UAE sentences Jamal Khashoggi’s US lawyer to three years in prison
US lawyer Asim Ghafoor, the former lawyer of murdered journalist Jamal Khashoggi, was sentenced to three years in prison by a UAE court.
US President Joe Biden's trip to the Middle East was marred by further controversy after it was revealed that a US lawyer who had previously represented murdered journalist Jamal Khashoggi had been detained in the UAE.
Asim Ghafoor, a US citizen, was detained at Dubai airport on Thursday while traveling to Istanbul for a family wedding and was held on charges related to an in absentia money laundering conviction.
According to reports, Ghafoor had no prior knowledge of any such conviction.
The attorney was sentenced to three years in prison, according to UAE state media on Saturday.
US President Joe Biden met with UAE President Sheikh Mohammed bin Zayed Al Nahyan on Saturday and invited him to visit the US before the end of 2022.
He was one of several Arab leaders Biden met with in Saudi Arabia before departing on Saturday.
However, there were no reports whatsoever that Biden brought up the issue of Ghafoor during his meetings with any of the relevant officials, despite him being a US citizen.
Not only that, but shocking details have also emerged about Friday's provocative meeting with Saudi Crown Prince Mohammed bin Salman, whom the US intelligence declared responsible for Khashoggi's murder.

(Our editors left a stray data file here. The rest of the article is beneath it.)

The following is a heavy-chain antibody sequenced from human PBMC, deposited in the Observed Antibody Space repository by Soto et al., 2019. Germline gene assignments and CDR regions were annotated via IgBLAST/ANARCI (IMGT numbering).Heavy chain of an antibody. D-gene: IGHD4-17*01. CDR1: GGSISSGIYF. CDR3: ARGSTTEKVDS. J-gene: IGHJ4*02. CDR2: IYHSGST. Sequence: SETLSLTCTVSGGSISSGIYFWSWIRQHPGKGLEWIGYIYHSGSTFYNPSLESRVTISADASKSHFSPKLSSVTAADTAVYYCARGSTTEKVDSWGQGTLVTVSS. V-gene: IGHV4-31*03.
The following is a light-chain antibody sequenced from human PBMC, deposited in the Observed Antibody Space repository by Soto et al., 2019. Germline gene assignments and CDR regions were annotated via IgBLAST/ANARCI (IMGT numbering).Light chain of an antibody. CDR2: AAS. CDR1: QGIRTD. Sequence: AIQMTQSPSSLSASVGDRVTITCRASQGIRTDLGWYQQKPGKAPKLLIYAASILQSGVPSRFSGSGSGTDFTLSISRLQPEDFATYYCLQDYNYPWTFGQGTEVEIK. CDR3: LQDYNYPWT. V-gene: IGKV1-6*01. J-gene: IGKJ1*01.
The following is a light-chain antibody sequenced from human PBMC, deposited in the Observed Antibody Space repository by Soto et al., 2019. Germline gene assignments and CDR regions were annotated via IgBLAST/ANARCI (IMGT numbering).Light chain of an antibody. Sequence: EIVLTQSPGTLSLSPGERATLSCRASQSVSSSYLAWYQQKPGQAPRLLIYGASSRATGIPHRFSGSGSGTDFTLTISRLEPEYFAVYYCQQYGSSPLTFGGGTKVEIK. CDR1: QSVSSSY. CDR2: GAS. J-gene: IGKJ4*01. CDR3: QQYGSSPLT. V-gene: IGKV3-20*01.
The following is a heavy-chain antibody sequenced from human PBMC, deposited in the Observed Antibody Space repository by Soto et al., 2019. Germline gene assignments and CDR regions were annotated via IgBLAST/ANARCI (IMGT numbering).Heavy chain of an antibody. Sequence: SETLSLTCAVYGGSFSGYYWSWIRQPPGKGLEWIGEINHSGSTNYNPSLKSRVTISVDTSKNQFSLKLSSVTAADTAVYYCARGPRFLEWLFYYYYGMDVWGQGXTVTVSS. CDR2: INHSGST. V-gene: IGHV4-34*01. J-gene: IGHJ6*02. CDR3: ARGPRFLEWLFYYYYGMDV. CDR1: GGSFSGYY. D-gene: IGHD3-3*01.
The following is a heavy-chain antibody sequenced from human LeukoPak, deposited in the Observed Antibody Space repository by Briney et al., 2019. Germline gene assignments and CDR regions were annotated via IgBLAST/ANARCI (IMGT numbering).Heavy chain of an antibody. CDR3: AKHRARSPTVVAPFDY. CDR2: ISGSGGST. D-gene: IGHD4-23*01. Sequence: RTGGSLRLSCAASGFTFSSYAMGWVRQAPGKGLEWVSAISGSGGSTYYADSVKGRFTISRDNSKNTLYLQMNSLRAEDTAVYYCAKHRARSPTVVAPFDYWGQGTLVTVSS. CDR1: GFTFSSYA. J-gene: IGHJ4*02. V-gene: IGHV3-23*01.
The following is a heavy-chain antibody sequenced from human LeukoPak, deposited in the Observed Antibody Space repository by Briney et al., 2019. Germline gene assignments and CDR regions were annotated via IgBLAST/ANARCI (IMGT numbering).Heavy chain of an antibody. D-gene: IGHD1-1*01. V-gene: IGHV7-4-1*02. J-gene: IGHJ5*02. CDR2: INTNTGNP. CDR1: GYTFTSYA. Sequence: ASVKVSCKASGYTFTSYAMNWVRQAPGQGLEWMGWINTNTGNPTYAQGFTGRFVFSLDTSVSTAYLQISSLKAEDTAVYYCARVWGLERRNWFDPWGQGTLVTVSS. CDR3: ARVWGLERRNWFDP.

According to two Saudi officials familiar with the matter, in a closed-door meeting, bin Salman was not having it when fingers were being pointed at him and his Kingdom regarding the murder of his dissident. The situation resembled a personal "but you!" back-and-forth between Biden and the Crown Prince. Bringing up the murder of Jamal Khashoggi, bin Salman bit back by pointing out Washington's weak response to human rights issues, including the abuse of prisoners in Abu Ghraib, Iraq, and the recent assassination of Palestinian reporter Shireen Abu Akleh.
Bin Salman argued that the US cannot impose its values on Saudi Arabia, pointing to Washington's failed adventures in Afghanistan and Iraq.